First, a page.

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Understanding cellular and network mechanisms underlying memory dysfunction in Alzheimer’s disease


Project Description

Memory impairment is among the early signs in Alzheimer’s disease (AD) that significantly affects daily function. It is vital to understand how neurons encoding memory (i.e. memory engram cells) are affected in the disease progression.

To visualise the engram cells, knock-in mice with venus-tagged activity regulated cytoskeleton associated protein (Arc) will be trained with memory tasks to provide a brain map of the memory circuit. To investigate how memory engrams are affect by AD, knock-in mice with amyloid precursor protein will be crossed with the Arc-venus mice. The spatial relationship between memory engram cells and AD pathology will be characterised. Finally, to substantiate the causal link between the engram cells and memory function, optogenetics will be used to rapidly and transiently stimulate the selective cell population for observing the recovery of memory function and the connection among engram cells across brain regions in the AD mice.

Together, this project will provide insights on the cellular and circuit mechanisms underlying memory loss in AD.

The recommended background of applicants to this project is: Behaviour, Cognition, Neurodegeneration or Psychology.
Essential skills are rodent behaviour, immunohistochemistry and fluorescent microscopy. Desirable skills are stereotaxic surgery.

Funding Notes

This scholarship will begin in September 2020 for 3 years. It will cover stipend, tuition fees at UK/EU rate, consumables and travel costs to attend an annual conference.

References

Fernández E, Collins MO, Frank RAW, Zhu F, Kopanitsa MV, Nithianantharajah J, Lemprière SA, Fricker D, Elsegood KA, McLaughlin CL, Croning MDR, Mclean C, Armstrong JD, Hill WD, Deary IJ, Cencelli G, Bagni C, Fromer M, Purcell SM, Pocklington AJ, Choudhary JS, Komiyama NH, Grant SGN. (2017). Arc Requires PSD95 for Assembly into Postsynaptic Complexes Involved with Neural Dysfunction and Intelligence. Cell Rep. 21(3):679-691.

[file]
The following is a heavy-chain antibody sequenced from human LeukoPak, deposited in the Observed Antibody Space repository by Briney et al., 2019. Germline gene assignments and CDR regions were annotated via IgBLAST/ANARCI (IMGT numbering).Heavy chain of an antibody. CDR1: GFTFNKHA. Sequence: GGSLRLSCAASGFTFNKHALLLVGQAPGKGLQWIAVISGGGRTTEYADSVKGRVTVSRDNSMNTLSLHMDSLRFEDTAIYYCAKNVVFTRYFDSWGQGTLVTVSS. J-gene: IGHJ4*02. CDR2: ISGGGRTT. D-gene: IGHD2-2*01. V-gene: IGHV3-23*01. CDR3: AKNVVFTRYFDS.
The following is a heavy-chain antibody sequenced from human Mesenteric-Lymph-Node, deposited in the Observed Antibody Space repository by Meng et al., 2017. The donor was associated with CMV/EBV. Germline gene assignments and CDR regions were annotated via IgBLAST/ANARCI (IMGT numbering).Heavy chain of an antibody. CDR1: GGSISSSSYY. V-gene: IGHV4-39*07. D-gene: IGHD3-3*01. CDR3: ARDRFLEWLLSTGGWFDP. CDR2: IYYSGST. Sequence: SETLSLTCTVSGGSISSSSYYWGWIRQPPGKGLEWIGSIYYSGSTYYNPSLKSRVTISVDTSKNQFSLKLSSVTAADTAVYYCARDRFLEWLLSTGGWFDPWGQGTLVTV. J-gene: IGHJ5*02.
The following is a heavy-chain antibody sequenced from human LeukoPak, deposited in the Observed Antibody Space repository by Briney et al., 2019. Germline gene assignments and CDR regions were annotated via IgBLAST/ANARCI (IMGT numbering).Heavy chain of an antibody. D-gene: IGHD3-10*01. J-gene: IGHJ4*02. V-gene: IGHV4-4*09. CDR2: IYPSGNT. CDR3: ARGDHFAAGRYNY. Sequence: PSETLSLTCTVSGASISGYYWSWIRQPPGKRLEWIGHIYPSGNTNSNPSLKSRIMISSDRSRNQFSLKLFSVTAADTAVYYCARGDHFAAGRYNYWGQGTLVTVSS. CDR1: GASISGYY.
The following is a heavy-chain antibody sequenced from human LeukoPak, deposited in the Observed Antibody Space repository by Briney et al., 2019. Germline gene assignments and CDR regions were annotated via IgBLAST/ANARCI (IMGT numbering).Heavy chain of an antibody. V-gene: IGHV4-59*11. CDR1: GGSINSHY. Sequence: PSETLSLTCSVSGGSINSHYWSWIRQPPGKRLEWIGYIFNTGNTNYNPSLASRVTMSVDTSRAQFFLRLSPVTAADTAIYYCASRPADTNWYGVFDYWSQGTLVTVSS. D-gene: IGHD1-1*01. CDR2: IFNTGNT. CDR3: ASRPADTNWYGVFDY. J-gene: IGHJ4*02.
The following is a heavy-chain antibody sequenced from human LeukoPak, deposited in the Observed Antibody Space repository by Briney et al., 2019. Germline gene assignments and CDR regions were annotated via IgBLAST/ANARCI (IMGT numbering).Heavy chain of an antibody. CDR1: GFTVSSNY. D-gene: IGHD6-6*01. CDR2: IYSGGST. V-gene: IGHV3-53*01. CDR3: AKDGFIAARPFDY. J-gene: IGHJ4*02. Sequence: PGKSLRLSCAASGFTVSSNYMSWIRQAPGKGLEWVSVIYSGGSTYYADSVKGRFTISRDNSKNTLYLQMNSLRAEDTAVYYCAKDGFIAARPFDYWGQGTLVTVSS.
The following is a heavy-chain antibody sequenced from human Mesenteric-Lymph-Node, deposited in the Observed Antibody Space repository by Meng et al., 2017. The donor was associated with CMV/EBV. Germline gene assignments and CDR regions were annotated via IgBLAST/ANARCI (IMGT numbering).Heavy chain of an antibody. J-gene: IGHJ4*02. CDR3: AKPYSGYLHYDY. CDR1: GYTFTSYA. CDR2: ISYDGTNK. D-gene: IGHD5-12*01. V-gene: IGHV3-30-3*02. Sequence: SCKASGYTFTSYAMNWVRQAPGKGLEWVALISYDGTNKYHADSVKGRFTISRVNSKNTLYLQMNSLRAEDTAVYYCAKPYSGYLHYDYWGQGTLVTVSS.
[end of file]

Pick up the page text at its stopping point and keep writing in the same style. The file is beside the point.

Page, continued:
Finnie P, Gamache K, Protopoulos M, Sinclair E, Baker A, Wang SH*, Nader K. (2018). Cortico-hippocampal schemas enable NMDAR-independent fear conditioning in rats. Current Biology, 28:2900-2909.

Roy DS, Arons A, Mitchell TI, Pignatelli M, Ryan TJ, Tonegawa S. (2016). Memory retrieval by activating engram cells in mouse models of early Alzheimer’s disease. Nature, 531(7595), 508–512.

Wang SH*. (2018). Novelty enhances memory persistence and remediates propranolol-induced deficit via reconsolidation. Neuropharmacology 41:42-54.

How good is research at University of Edinburgh in Psychology, Psychiatry and Neuroscience?

FTE Category A staff submitted: 117.28

Research output data provided by the Research Excellence Framework (REF)

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